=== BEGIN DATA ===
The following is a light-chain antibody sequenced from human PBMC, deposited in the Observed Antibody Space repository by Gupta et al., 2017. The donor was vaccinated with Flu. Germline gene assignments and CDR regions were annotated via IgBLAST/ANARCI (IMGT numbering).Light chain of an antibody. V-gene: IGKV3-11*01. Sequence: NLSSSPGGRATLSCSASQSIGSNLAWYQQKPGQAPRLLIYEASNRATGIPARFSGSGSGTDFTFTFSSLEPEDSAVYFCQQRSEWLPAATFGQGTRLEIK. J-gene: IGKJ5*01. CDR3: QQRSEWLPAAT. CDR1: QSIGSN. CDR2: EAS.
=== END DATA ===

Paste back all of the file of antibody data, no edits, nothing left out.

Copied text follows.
The following is a light-chain antibody sequenced from human PBMC, deposited in the Observed Antibody Space repository by Gupta et al., 2017. The donor was vaccinated with Flu. Germline gene assignments and CDR regions were annotated via IgBLAST/ANARCI (IMGT numbering).Light chain of an antibody. V-gene: IGKV3-11*01. Sequence: NLSSSPGGRATLSCSASQSIGSNLAWYQQKPGQAPRLLIYEASNRATGIPARFSGSGSGTDFTFTFSSLEPEDSAVYFCQQRSEWLPAATFGQGTRLEIK. J-gene: IGKJ5*01. CDR3: QQRSEWLPAAT. CDR1: QSIGSN. CDR2: EAS.